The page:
As Sen. John McCain and Sen. Barack Obama head into the final week of the presidential campaign, both plan to spend most of their time in states that President Bush won last time – a testimony to the increasingly dire position of McCain and the Republican Party.
With optimism brimming in Democratic circles, Obama will present today what aides described as a final summing-up speech in Canton, Ohio, that will reprise themes from his first speech inFebruary 2007. From here on out, Obama's aides said, attacks on McCain will be joined by an emphasis on broader and less partisan themes, such as the need to unify the country after a difficult election.
McCain has settled on Pennsylvania as the one state that Democrats won in 2004 where he has a decent chance of winning, a view not shared by Obama's advisers.
McCain and his GOP running mate, Gov. Sarah Palin of Alaska, are planning to spend most of their time in Florida, Ohio, Virginia, North Carolina, Missouri, and Indiana – all states Republicans had once thought they could bank on.
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McCain will stick with the message he has embraced over the last week: presenting Obama as an advocate of big government and raising taxes. And McCain's advisers say they will limit the numbers of rallies at which he and Palin appear together, to cover more ground in the final days.
Meanwhile, there were signs of growing concern that McCain and the party are heading for a big defeat that could leave the party weakened for years.
“Any serious Republican has to ask, `How did we get into this mess?' ” Newt Gingrich, the former Republican House speaker, said in an interview. “It's not where we should be and it's not where we had to be. This was not bad luck.”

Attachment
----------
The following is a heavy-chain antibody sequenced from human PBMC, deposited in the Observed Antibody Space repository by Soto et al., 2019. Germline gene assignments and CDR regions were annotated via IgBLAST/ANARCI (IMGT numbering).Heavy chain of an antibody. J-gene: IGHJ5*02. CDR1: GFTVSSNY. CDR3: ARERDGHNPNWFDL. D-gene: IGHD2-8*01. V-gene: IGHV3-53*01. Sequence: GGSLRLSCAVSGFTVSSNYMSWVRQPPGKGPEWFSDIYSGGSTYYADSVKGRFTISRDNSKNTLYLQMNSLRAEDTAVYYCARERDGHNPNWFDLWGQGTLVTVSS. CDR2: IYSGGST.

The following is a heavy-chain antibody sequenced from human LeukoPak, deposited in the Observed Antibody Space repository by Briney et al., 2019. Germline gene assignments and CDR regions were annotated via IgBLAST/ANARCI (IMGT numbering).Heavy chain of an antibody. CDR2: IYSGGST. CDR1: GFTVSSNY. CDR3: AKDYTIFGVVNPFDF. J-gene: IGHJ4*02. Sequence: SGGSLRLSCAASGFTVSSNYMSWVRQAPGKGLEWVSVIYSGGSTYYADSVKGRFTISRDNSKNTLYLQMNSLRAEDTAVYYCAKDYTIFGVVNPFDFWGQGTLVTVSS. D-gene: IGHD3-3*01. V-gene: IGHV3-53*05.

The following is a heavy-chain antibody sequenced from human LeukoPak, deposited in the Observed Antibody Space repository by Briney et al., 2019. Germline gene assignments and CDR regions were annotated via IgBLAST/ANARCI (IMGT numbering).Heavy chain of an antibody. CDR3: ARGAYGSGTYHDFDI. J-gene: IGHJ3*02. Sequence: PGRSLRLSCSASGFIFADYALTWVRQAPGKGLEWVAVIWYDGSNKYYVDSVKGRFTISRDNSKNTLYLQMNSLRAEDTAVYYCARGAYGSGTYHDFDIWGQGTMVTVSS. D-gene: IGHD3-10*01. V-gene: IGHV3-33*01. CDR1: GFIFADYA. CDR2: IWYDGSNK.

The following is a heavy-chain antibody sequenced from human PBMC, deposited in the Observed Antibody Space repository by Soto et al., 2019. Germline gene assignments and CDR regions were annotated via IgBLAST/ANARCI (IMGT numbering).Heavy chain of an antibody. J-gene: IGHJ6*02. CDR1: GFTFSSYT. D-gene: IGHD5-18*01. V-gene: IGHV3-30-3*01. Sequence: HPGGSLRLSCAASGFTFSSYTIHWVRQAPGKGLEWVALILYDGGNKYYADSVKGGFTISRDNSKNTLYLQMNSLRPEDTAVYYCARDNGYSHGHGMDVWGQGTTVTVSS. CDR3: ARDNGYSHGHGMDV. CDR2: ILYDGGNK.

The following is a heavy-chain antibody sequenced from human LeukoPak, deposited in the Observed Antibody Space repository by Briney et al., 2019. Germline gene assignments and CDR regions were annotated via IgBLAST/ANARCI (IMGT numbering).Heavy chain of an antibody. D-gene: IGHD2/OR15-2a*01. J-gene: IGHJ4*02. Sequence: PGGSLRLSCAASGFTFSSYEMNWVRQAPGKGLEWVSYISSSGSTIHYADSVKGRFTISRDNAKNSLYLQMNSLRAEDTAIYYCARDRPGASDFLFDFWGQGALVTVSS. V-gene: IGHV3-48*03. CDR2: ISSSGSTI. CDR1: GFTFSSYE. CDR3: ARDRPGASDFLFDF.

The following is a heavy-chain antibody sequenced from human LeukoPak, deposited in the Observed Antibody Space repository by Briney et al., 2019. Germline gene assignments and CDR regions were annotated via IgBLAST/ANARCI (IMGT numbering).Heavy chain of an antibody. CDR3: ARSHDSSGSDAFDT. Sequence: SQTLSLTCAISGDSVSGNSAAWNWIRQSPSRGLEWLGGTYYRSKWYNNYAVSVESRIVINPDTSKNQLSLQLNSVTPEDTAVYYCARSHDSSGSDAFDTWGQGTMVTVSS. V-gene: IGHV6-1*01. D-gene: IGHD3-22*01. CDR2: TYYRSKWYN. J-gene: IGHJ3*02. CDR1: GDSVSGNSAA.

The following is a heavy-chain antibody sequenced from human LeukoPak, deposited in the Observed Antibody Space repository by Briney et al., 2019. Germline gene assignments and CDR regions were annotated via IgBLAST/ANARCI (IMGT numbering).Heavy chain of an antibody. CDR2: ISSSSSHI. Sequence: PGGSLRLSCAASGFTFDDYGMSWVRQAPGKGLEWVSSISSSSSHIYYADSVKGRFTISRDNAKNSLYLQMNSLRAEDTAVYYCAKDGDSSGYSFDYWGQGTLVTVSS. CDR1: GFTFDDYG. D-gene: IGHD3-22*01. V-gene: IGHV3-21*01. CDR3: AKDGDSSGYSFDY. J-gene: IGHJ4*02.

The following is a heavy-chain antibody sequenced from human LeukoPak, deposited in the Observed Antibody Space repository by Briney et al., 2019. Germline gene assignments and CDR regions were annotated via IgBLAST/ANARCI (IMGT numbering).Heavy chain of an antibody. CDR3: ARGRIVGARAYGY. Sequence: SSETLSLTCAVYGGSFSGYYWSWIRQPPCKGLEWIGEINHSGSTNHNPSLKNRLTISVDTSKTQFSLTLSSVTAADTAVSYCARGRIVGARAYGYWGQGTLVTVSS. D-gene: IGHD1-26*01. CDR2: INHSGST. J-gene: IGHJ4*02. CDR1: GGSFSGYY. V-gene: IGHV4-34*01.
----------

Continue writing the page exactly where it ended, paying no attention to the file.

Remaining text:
As Obama uses his money and political organization to try to expand the political map, McCain is being forced to shore up support in states like Indiana and North Carolina that have not been seriously contested by the Democrats for decades.
His decision to campaign on Sunday in Iowa, a day after Palin campaigned there, was questioned even by Republicans who noted polls that showed Obama pulling away there.
McCain has found relatively small crowds – particularly compared with those that are turning out for Obama – even as he has campaigned in battleground states.
His campaign has become embroiled by infighting – with signs of tension between McCain's advisers and Palin's staff – and subject to unusual public criticism from other Republicans for how they have handled the race.
Republicans and Democrats said there were signs that two states that had once appeared overwhelmingly Republican – Georgia and South Carolina – were tightening, in part, because of a surge of early voting by African-Americans. Obama wins there seemed unlikely – and no plans were immediately on his itinerary to travel to those states.
McCain's aides said they remained confident that they could win. McCain's advisers said he did not plan to introduce any kind of formal closing speech, the way Obama was doing, but would instead hammer home the issues of taxes and spending that they said appeared to be giving them some steam.
“We feel good that when people hear the message about spreading the wealth versus raising taxes , they respond,” said Nicolle Wallace, a senior McCain adviser. “It's just a matter of whether, given Obama's saturation paid advertising, we can get the message out there.”
Obama's plans suggest a culmination of a strategy his advisers put in place at the beginning: to use his huge fundraising edge to try to put as many states in play as possible and to overwhelm McCain in the final days.
“It's now a big map, so you have to be in a lot of states over the last eight days,” said David Plouffe, Obama's campaign manager.
Obama is making a vigorous push in Florida, after a campaign stop last week convinced his advisers that he has a real shot of winning there.